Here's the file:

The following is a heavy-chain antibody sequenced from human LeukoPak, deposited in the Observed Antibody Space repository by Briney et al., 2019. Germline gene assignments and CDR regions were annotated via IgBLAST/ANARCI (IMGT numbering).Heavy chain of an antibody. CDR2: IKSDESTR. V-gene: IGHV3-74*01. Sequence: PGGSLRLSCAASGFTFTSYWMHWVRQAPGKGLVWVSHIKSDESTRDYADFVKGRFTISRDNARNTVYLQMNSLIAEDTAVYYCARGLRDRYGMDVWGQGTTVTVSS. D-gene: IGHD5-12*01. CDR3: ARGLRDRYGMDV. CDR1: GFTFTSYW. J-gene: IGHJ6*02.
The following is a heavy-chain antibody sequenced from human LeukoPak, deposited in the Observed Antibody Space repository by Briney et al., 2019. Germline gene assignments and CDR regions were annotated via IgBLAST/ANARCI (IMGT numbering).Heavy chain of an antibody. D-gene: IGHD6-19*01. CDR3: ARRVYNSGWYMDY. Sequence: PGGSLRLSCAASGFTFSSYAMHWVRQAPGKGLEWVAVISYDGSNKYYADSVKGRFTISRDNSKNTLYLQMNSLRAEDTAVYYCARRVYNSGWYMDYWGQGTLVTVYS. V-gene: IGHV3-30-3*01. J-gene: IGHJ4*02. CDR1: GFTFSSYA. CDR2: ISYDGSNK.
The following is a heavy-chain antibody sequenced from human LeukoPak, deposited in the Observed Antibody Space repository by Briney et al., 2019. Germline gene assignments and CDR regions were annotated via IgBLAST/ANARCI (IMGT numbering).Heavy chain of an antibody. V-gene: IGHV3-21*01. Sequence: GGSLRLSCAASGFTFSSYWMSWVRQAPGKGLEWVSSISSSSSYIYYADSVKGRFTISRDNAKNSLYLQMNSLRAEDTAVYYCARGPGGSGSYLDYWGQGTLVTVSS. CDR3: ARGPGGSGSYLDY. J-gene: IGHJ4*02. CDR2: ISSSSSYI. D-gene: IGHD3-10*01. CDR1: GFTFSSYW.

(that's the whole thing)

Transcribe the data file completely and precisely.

The following is a heavy-chain antibody sequenced from human LeukoPak, deposited in the Observed Antibody Space repository by Briney et al., 2019. Germline gene assignments and CDR regions were annotated via IgBLAST/ANARCI (IMGT numbering).Heavy chain of an antibody. CDR2: IKSDESTR. V-gene: IGHV3-74*01. Sequence: PGGSLRLSCAASGFTFTSYWMHWVRQAPGKGLVWVSHIKSDESTRDYADFVKGRFTISRDNARNTVYLQMNSLIAEDTAVYYCARGLRDRYGMDVWGQGTTVTVSS. D-gene: IGHD5-12*01. CDR3: ARGLRDRYGMDV. CDR1: GFTFTSYW. J-gene: IGHJ6*02.
The following is a heavy-chain antibody sequenced from human LeukoPak, deposited in the Observed Antibody Space repository by Briney et al., 2019. Germline gene assignments and CDR regions were annotated via IgBLAST/ANARCI (IMGT numbering).Heavy chain of an antibody. D-gene: IGHD6-19*01. CDR3: ARRVYNSGWYMDY. Sequence: PGGSLRLSCAASGFTFSSYAMHWVRQAPGKGLEWVAVISYDGSNKYYADSVKGRFTISRDNSKNTLYLQMNSLRAEDTAVYYCARRVYNSGWYMDYWGQGTLVTVYS. V-gene: IGHV3-30-3*01. J-gene: IGHJ4*02. CDR1: GFTFSSYA. CDR2: ISYDGSNK.
The following is a heavy-chain antibody sequenced from human LeukoPak, deposited in the Observed Antibody Space repository by Briney et al., 2019. Germline gene assignments and CDR regions were annotated via IgBLAST/ANARCI (IMGT numbering).Heavy chain of an antibody. V-gene: IGHV3-21*01. Sequence: GGSLRLSCAASGFTFSSYWMSWVRQAPGKGLEWVSSISSSSSYIYYADSVKGRFTISRDNAKNSLYLQMNSLRAEDTAVYYCARGPGGSGSYLDYWGQGTLVTVSS. CDR3: ARGPGGSGSYLDY. J-gene: IGHJ4*02. CDR2: ISSSSSYI. D-gene: IGHD3-10*01. CDR1: GFTFSSYW.